On the border between Colombia and Panama, where migrants wait to make their way through the dense and sometimes deadly jungle of the Darien Gap, Americans from the Department of Homeland Security are teaming up with Colombian National Police to take down human smugglers before they can lead migrants north.
Migrants camp along the beaches of this green isthmus, where South America becomes Central America, and must choose between following human traffickers into the nearly roadless forest or paying a higher fee to cross the bright blue waters of the Caribbean.
Earlier this month, an NBC News crew flew above the jungle in a Blackhawk helicopter with Col. Oscar Cortes of the Colombian National Police, as he spread out a map and pointed out the routes migrants and their traffickers can take. We were embedded with Homeland Security Investigations, or HSI, in Colombia as it worked with local law enforcement to identify and capture three leaders of an international smuggling network.
Though migration without documentation isn't illegal in Colombia, it is illegal to exploit migrants by charging them to make the journey through and out of Colombia. While we were embedded, one of those three alleged leaders was arrested near Necoclí, Colombia, and brought back to a base paid for by the U.S. government. From there, he will be tried on charges of smuggling in Colombia and could face extradition to the U.S.
The mission is part of a global strategy by HSI, the investigative arm of DHS that works to stop the smuggling of drugs, weapons and migrants before they ever reach the U.S.
Just this year, HSI has trained, equipped and provided intelligence to law enforcement in 14 countries, leading to more than 3,800 arrests, a spokeswoman for the agency said.
In Colombia alone, HSI has worked with local law enforcement to arrest 42 alleged human smugglers and 210 suspects in narcotics-related crimes. They've also seized over 16,400 pounds of cocaine in Colombia over the last fiscal year, the spokeswoman said.
Internally, the Biden administration has credited the operations for making a dent in the overall flow of migrants and drugs to the U.S., according to documents obtained by NBC News this summer.
Still, more than 70,000 pounds of cocaine found its way into the U.S. over that same time period and Colombia continues to be one of the top five illegal drug producers in the world.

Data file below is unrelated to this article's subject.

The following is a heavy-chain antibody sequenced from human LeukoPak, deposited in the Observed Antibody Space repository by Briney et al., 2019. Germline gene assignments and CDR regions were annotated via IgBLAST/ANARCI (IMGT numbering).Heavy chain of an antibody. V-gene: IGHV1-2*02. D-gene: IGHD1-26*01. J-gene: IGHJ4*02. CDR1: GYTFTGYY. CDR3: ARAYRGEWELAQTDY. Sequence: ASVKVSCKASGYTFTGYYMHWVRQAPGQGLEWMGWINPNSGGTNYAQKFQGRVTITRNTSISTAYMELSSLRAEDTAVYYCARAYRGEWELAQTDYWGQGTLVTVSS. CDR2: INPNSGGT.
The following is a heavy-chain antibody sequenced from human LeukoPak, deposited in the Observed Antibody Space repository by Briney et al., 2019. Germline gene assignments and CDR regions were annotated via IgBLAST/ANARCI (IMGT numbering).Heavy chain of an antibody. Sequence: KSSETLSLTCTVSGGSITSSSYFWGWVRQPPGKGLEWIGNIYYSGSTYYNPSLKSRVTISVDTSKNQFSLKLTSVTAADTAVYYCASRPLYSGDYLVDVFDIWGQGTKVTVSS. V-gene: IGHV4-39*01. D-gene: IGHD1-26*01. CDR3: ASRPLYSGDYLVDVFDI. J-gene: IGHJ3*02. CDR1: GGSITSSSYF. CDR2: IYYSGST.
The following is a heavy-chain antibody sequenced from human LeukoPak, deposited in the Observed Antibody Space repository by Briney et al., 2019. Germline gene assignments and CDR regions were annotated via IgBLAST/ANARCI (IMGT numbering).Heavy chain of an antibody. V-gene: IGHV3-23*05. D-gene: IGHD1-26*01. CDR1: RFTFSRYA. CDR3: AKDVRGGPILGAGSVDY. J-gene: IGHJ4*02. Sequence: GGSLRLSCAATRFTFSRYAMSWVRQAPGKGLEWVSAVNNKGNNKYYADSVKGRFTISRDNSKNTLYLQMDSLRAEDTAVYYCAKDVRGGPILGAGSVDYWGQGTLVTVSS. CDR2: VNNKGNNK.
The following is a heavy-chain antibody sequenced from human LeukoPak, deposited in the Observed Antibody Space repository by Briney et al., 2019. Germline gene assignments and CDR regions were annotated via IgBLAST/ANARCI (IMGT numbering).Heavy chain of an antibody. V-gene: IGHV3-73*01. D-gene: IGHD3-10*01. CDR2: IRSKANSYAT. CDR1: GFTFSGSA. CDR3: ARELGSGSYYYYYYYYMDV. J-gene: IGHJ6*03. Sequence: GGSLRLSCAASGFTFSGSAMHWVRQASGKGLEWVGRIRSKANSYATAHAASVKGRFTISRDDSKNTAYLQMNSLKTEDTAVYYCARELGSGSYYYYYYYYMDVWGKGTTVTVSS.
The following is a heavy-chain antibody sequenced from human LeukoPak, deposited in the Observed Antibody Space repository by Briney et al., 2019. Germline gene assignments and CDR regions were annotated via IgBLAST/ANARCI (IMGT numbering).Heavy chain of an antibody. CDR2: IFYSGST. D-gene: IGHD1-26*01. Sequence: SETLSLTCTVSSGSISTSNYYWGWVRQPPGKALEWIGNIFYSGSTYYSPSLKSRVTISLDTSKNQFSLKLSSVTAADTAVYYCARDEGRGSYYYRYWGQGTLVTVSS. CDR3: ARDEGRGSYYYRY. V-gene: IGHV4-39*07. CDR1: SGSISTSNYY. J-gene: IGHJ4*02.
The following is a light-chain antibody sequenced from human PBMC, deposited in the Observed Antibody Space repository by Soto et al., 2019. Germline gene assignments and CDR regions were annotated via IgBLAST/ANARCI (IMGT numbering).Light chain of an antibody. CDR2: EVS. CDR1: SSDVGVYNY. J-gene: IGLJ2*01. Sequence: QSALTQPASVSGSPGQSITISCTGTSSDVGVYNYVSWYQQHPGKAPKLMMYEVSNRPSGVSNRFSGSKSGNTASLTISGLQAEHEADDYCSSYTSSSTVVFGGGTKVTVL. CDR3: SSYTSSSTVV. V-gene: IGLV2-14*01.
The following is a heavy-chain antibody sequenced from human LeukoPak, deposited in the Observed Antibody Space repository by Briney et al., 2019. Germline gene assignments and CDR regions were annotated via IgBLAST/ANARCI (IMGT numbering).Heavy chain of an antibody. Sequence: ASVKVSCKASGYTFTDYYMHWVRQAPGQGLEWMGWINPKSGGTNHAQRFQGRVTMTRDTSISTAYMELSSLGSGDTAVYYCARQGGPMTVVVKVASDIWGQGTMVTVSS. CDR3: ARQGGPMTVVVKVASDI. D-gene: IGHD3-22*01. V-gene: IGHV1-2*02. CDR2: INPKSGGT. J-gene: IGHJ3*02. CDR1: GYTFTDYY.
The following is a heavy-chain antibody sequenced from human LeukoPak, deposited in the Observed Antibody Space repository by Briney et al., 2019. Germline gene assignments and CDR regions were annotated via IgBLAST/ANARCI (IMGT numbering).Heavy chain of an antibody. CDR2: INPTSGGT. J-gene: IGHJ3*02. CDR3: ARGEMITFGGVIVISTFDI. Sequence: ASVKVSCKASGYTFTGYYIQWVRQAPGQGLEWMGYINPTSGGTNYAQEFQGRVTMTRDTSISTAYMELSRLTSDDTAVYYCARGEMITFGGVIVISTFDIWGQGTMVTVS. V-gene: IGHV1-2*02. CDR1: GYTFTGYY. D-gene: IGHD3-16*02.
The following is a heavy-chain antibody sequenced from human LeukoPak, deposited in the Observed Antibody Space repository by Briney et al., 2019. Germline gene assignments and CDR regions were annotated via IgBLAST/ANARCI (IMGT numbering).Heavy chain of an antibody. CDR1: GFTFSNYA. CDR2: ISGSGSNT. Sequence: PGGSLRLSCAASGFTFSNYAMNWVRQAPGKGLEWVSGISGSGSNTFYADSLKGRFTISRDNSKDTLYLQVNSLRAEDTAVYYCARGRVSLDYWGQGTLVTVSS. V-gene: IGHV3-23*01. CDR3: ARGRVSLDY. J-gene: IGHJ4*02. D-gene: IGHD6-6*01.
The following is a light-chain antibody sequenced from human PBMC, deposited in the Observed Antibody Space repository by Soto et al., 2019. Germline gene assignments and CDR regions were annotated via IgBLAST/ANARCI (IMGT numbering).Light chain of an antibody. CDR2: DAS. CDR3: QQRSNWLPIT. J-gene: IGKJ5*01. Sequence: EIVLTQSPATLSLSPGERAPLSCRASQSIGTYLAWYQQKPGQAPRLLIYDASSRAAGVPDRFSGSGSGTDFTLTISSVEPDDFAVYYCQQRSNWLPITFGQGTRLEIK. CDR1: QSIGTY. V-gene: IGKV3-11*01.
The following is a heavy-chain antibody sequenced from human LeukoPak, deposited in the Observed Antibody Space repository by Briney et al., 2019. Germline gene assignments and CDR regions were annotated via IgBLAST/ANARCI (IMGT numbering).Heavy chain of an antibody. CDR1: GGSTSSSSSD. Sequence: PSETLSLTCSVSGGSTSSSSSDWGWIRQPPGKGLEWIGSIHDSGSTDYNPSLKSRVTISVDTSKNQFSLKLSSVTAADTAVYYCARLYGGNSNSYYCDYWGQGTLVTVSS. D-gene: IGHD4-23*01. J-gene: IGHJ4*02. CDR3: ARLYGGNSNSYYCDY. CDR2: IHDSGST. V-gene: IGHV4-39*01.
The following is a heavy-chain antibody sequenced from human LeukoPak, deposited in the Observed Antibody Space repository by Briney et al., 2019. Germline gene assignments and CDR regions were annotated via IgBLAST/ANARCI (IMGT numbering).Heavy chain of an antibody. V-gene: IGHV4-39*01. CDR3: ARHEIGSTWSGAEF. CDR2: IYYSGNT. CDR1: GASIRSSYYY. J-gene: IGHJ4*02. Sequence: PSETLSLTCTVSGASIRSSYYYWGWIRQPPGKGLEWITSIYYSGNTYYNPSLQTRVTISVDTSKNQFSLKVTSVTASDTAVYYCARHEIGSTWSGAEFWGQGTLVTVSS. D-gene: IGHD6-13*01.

Though attempted U.S.-Mexico border crossings by undocumented migrants reached an all-time high in the past year, HSI officials believe the numbers could be higher if not for their work with law enforcement agencies in the Western Hemisphere. As transnational criminal organizations become more sophisticated by using new smuggling routes, cryptocurrency and other methods to hide their activity, HSI officials say they are seeking to grow programs like the partnership in Colombia to share intelligence between countries.
"It's a constant game of cat and mouse because if they think we're onto them, they'll shift their patterns in illicit pathways into the United States," said Anthony Salisbury, the deputy director of HSI.
It can also be a game of whack-a-mole.
Brian Vicente, the head of HSI in Colombia, said after the arrests of the three alleged human smugglers, "It's one organization that's been taken off, disrupted and dismantled."
"Will others pop up? Maybe, but not this one," he said.
Colombia has been willing to work closely with American law enforcement.
Maj. Nicolas Berrio of the Colombian National Police told NBC News said he values the training offered to Colombians working with HSI and the intelligence his American partners provide. At the end of the day, he says, the Americans and Colombians both need each other to arrest international criminals.
"Agents from the United States have no jurisdiction in our country. So they have to work with us like a team," Berrio said. "We can get evidence from United States agents and we can give them that information in order to get all [these] bad people."
Berrio spoke just after his officers had stormed a Medellin apartment and arrested two suspects from an international drug syndicate. Agents alleged the leader had been importing drugs like ketamine from Argentina via veterinarians in Colombia. From there, the drugs were broken down and sent to Miami. As the alleged leader was being arrested in his apartment, other agents across town raided a lab they say the leader ran and found over 650 vials of ketamine.
This article was originally published on NBCNews.com